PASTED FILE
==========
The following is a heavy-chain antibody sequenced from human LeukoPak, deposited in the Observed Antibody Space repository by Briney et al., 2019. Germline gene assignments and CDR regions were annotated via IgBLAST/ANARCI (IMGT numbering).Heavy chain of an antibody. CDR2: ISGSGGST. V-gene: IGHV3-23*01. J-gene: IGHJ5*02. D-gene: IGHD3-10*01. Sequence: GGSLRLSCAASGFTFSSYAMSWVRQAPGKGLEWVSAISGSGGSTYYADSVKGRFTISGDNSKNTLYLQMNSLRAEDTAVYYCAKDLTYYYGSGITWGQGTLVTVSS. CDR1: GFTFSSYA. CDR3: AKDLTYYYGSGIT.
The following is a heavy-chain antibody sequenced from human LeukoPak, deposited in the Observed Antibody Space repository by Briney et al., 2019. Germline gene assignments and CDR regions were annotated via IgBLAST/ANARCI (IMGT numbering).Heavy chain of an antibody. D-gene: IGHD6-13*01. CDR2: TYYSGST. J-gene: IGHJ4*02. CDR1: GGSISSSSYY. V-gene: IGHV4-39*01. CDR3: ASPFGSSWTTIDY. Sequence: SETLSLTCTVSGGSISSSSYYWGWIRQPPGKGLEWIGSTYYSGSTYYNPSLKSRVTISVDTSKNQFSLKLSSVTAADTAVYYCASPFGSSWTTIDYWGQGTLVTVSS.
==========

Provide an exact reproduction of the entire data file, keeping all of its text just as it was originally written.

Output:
The following is a heavy-chain antibody sequenced from human LeukoPak, deposited in the Observed Antibody Space repository by Briney et al., 2019. Germline gene assignments and CDR regions were annotated via IgBLAST/ANARCI (IMGT numbering).Heavy chain of an antibody. CDR2: ISGSGGST. V-gene: IGHV3-23*01. J-gene: IGHJ5*02. D-gene: IGHD3-10*01. Sequence: GGSLRLSCAASGFTFSSYAMSWVRQAPGKGLEWVSAISGSGGSTYYADSVKGRFTISGDNSKNTLYLQMNSLRAEDTAVYYCAKDLTYYYGSGITWGQGTLVTVSS. CDR1: GFTFSSYA. CDR3: AKDLTYYYGSGIT.
The following is a heavy-chain antibody sequenced from human LeukoPak, deposited in the Observed Antibody Space repository by Briney et al., 2019. Germline gene assignments and CDR regions were annotated via IgBLAST/ANARCI (IMGT numbering).Heavy chain of an antibody. D-gene: IGHD6-13*01. CDR2: TYYSGST. J-gene: IGHJ4*02. CDR1: GGSISSSSYY. V-gene: IGHV4-39*01. CDR3: ASPFGSSWTTIDY. Sequence: SETLSLTCTVSGGSISSSSYYWGWIRQPPGKGLEWIGSTYYSGSTYYNPSLKSRVTISVDTSKNQFSLKLSSVTAADTAVYYCASPFGSSWTTIDYWGQGTLVTVSS.